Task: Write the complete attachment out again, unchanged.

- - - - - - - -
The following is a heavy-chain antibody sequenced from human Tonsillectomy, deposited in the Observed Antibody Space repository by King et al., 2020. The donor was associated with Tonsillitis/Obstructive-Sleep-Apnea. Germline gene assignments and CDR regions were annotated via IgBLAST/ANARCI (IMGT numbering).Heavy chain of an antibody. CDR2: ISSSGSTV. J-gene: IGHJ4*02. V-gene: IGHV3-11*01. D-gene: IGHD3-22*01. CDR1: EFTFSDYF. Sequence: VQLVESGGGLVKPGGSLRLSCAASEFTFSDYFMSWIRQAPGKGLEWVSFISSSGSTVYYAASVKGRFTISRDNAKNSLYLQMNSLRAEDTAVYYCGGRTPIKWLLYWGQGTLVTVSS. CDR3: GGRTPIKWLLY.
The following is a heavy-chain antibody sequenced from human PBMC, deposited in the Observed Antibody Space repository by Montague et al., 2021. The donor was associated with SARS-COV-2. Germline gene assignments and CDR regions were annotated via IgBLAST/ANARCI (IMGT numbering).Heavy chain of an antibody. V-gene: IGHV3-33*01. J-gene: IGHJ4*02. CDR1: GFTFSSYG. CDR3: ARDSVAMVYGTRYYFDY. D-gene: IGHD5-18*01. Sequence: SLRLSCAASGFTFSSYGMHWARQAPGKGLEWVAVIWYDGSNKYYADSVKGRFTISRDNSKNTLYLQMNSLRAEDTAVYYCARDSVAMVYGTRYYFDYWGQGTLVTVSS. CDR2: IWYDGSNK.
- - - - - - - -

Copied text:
The following is a heavy-chain antibody sequenced from human Tonsillectomy, deposited in the Observed Antibody Space repository by King et al., 2020. The donor was associated with Tonsillitis/Obstructive-Sleep-Apnea. Germline gene assignments and CDR regions were annotated via IgBLAST/ANARCI (IMGT numbering).Heavy chain of an antibody. CDR2: ISSSGSTV. J-gene: IGHJ4*02. V-gene: IGHV3-11*01. D-gene: IGHD3-22*01. CDR1: EFTFSDYF. Sequence: VQLVESGGGLVKPGGSLRLSCAASEFTFSDYFMSWIRQAPGKGLEWVSFISSSGSTVYYAASVKGRFTISRDNAKNSLYLQMNSLRAEDTAVYYCGGRTPIKWLLYWGQGTLVTVSS. CDR3: GGRTPIKWLLY.
The following is a heavy-chain antibody sequenced from human PBMC, deposited in the Observed Antibody Space repository by Montague et al., 2021. The donor was associated with SARS-COV-2. Germline gene assignments and CDR regions were annotated via IgBLAST/ANARCI (IMGT numbering).Heavy chain of an antibody. V-gene: IGHV3-33*01. J-gene: IGHJ4*02. CDR1: GFTFSSYG. CDR3: ARDSVAMVYGTRYYFDY. D-gene: IGHD5-18*01. Sequence: SLRLSCAASGFTFSSYGMHWARQAPGKGLEWVAVIWYDGSNKYYADSVKGRFTISRDNSKNTLYLQMNSLRAEDTAVYYCARDSVAMVYGTRYYFDYWGQGTLVTVSS. CDR2: IWYDGSNK.